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Manassas hikes tax rates, fully funds capital improvements

In a second-floor conference room inside city hall, away from the TV cameras and lights of the council chambers, Manassas leaders passed a tax increase for the coming year’s budget.

Starting July 1, residents will pay $198 more per year on their property tax bills, bringing the average residential city tax bill to $3,929. It’s about a 5% increase over the previous year’s budget.

The move, opposed by Councilmen Marc Aveni and Ian Lovejoy, continues a five-year trend of residential property tax increases in the city. Commercial property taxes will also increase about 3%, also continue a five-year upward trend.

Personal property taxes, commonly dubbed the car tax, levied on vehicles, boats, and trailers also increased from $3.20 to $3.60 per $100 of assessed value. The increased car tax is set to generate more than $950,000 more for the city, half of which will be allocated to the capital improvement budget and the other half to general government spending.

The business personal property tax rate decreased 10 cents to $3.60 per $100 of assessed value.

A fully-funded CIP

The new budget comes with an agreement to fully fund a capital improvement plan that includes a new $24 million, 63,500-square foot police station and 911 call center to be built on the city’s southside on now city-owned property at the Grant Avenue Shopping Center.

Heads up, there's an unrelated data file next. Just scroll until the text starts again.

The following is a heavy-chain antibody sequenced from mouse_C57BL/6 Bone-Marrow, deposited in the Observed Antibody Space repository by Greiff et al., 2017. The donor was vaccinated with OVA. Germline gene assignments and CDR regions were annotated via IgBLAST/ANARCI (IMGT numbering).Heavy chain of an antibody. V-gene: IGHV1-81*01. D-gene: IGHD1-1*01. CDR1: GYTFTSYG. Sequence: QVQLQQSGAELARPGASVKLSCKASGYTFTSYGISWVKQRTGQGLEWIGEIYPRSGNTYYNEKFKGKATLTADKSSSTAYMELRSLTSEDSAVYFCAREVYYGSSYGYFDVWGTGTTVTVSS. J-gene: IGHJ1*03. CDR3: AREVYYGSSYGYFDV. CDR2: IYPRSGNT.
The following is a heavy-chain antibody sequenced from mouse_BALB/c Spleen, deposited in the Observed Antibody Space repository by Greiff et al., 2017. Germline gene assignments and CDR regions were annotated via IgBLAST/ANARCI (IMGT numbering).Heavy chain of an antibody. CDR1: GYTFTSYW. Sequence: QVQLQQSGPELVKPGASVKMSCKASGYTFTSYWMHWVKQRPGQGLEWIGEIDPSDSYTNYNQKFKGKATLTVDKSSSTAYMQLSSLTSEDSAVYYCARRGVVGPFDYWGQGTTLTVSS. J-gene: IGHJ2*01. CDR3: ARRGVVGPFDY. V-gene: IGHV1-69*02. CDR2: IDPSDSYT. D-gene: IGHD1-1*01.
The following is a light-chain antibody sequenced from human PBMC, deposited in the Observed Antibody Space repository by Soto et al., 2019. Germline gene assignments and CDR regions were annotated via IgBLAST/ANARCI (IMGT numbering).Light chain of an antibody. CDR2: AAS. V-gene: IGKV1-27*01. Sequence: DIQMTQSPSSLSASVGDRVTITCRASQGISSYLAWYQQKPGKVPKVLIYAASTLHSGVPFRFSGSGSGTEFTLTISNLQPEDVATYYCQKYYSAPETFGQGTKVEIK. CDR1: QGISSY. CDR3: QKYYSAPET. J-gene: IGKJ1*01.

A second major project on the city’s list is a $7.6 million effort to remake Grant Avenue, between Lee Avenue in Downtown and Wellington Road on the south side, where the new police station will be located, into a boulevard. The plan calls for converting the road into a tree-lined space complete with a bike path, and potentially reducing the number of lanes from four to two, with dedicated turn lanes into properties along the stretch of road.

The city will begin borrowing money in 2019 for the projects that have estimated completion dates of 2021 and 2022, respectively.

“Embarrassing” $850,000 overtax to be repaid with end-of-year funds

The city council also voted not to use increased tax revenues to refund about $850,000 the city illegally collected from business owners, as it had been positioned to do. A state law passed last year deemed the city’s business tax rate too high, and now the city’s commissioner of the revenue is working to determine an individual refund amount for every business in the city.

The monies will be refunded instead with a portion of $2.3 million of additional revenues collected in fiscal 2017. These new monies, discovered Friday night and brought to the council’s attention on Monday, are tax revenues that are higher than what the city expected to collect.

“We’re certainly well above prior year collections,” Manassas City Manager Patrick Pate told the city council.

Much of the higher-than-anticipated revenues come from sales and meals taxes. The city will most likely continue to see increases in these types of tax revenues the coming years, according to Pate.

Councilwoman Pamela Sebesky demanded to know why city staff only notified council members of the higher projections just before the final vote on the city’s upcoming budget and not closer to the beginning of the budget process in early spring.

“As council members are we supposed to go back and look to find this money?” asked Sebesky. “You had this information on Friday, and then you wait until Monday before the council meeting to tell us?”